By Ryan McCarthy
We've heard about rising income inequality for years — it's become a post-recession rallying cry. Even Jamie Dimon seems to think inequality is bad.
The hope, however, was that this was a cyclical problem — when the economy got cranking again, those of us hit hard by the downturn would start earning more and income inequality would fall.
A new paper, however, looking at male and household earnings, finds that income inequality is increasingly permanent. (The study didn't break out women's income.) "Rising Inequality: Transitory or Permanent?," which was submitted as part of the Brookings Papers on Economic Activity, looks at pre- and after-tax incomes from 1987 to 2009 and finds some disturbing trends.
Take a look at the chart below, which shows that men's earnings have become increasingly volatile over two year periods. This has big implications for the economy: It's one thing to lose your job, get a new one, and get by on a slightly lower income. It's an entirely other thing for your income to swing wildly from year to year.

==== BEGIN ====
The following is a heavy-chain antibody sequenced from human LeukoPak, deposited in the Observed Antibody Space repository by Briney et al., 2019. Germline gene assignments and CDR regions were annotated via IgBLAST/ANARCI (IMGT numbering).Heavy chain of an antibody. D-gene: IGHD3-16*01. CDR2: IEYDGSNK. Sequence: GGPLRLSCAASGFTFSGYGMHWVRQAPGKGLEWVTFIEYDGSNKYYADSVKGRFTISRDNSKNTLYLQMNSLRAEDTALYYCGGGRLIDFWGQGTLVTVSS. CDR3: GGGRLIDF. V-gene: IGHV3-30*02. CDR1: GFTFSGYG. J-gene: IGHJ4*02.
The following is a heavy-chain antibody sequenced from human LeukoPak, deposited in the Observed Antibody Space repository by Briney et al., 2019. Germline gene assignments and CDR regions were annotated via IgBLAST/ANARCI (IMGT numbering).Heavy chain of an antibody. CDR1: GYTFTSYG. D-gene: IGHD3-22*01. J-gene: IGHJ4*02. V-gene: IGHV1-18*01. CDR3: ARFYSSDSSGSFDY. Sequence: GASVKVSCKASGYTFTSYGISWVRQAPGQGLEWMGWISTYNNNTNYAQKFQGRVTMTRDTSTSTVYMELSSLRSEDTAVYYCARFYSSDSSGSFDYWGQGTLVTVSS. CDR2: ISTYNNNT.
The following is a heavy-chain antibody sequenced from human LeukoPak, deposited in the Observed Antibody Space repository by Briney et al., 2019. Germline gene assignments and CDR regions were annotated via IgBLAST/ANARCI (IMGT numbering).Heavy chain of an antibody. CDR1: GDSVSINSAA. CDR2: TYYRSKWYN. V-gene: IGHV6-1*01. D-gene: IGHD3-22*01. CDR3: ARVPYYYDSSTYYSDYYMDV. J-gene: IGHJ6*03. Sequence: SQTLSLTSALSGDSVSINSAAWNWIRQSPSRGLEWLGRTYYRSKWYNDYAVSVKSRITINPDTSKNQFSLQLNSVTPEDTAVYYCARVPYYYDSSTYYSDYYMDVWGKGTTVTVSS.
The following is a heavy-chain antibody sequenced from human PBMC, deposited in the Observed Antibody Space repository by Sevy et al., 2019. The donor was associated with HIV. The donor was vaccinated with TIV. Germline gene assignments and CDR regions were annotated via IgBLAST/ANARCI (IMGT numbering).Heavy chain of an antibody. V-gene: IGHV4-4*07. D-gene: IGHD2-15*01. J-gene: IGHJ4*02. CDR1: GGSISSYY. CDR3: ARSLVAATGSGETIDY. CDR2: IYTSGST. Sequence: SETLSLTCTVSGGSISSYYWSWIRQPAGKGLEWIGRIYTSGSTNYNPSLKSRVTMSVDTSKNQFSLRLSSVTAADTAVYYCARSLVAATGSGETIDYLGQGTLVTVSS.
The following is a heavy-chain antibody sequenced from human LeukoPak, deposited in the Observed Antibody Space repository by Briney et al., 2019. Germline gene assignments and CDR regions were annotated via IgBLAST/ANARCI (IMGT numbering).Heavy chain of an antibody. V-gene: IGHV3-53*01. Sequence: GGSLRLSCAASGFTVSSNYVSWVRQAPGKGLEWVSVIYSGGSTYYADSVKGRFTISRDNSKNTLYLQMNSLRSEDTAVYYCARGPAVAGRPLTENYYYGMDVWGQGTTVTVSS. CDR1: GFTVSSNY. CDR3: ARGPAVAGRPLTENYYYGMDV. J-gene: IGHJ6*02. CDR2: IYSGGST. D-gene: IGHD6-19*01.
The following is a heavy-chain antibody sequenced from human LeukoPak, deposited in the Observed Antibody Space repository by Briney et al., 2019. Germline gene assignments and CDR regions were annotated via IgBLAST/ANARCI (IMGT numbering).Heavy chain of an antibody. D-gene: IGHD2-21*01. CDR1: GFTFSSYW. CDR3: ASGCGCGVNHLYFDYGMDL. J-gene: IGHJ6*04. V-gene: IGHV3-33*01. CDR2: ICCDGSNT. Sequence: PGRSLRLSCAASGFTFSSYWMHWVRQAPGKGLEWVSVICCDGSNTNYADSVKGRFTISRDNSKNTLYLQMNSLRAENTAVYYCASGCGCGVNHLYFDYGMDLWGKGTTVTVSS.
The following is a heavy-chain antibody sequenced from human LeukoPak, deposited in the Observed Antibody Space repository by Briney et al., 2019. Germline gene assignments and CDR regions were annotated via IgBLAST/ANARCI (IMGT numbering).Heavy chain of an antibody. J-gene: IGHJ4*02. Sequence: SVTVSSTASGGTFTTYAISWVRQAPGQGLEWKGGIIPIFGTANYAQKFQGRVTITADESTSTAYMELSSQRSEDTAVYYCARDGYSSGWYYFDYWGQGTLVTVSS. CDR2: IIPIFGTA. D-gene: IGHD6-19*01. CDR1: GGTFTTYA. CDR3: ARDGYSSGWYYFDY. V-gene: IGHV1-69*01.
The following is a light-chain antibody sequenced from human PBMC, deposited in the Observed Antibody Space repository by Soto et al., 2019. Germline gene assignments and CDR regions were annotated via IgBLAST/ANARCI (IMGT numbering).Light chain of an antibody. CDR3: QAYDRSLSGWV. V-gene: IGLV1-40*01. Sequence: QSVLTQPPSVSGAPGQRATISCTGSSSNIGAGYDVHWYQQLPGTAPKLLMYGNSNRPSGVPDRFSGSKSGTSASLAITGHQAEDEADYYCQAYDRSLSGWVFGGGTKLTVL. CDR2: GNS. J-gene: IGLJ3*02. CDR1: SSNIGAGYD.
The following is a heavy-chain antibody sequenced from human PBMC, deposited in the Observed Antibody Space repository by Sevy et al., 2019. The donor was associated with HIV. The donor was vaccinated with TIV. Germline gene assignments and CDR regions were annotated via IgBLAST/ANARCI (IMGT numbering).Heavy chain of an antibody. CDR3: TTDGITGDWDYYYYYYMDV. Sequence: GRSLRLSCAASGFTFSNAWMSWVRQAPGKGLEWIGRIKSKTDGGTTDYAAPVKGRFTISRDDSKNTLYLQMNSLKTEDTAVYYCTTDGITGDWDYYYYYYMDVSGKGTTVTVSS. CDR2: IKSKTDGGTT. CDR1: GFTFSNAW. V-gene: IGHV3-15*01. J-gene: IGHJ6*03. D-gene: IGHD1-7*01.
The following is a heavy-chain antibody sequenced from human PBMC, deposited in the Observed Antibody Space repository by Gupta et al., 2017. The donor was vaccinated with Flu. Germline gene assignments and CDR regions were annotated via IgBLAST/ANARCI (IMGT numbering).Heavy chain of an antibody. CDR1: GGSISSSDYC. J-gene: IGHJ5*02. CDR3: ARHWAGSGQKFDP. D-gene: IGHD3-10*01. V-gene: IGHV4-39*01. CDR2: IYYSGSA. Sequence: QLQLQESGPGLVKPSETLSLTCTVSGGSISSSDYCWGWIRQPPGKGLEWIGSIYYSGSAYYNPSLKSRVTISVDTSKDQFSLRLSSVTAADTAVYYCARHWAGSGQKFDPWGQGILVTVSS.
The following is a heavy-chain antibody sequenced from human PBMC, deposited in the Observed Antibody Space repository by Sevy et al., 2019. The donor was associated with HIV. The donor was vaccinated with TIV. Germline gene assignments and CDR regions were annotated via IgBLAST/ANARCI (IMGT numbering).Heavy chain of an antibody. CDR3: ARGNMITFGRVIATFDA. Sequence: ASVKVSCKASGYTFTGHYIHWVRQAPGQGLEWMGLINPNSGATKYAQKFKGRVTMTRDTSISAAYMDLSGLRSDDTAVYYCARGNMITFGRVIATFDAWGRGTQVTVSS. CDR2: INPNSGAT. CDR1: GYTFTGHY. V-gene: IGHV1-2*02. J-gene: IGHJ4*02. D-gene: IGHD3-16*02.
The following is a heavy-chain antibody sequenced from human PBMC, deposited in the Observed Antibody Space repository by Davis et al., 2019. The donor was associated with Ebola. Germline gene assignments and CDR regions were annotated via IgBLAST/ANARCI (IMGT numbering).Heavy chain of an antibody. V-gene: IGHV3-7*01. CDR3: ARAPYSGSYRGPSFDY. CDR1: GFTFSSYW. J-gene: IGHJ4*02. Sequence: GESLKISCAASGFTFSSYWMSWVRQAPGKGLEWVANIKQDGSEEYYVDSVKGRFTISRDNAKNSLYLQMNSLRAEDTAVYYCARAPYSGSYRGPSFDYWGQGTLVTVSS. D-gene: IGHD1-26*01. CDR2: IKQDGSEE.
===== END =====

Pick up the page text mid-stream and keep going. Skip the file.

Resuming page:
The study's authors find that the effects of this variance are increasingly lasting. They differentiate between "transitory inequality" and "permanent inequality." The former might come from getting laid off in a bad economy or from people moving up the economic ladder by pulling in higher salaries. Permanent inequality, the authors find, is the key driver of the growth in income inequality for men. Worse, "for household income, both before and after taxes, the increase in inequality over this period was predominantly, although not entirely, permanent," the study's authors find.
What does this mean? It could lend credence to the idea that American men simply don't have the skills that economy needs right now. "Our data would imply stories such as skill-biased technical change or globalization that has increased the inequality of lifetime incomes," one of the study's authors told the FT.
It could also mean that a key component of the way we think about the U.S. economy could be broken. We tend to think that America is a pull-yourself-up-by-the-bootstraps economy. Lose your job? Just work harder, move or get new skills. This study — and the 4.8 million Americans who are officially considered among the long-term unemployed — suggest that it's much harder to get back on our feet economically than we think. As University of Michigan economist Justin Wolfers said: "The rich are getting richer and staying richer. The poor are getting poorer and staying poorer."
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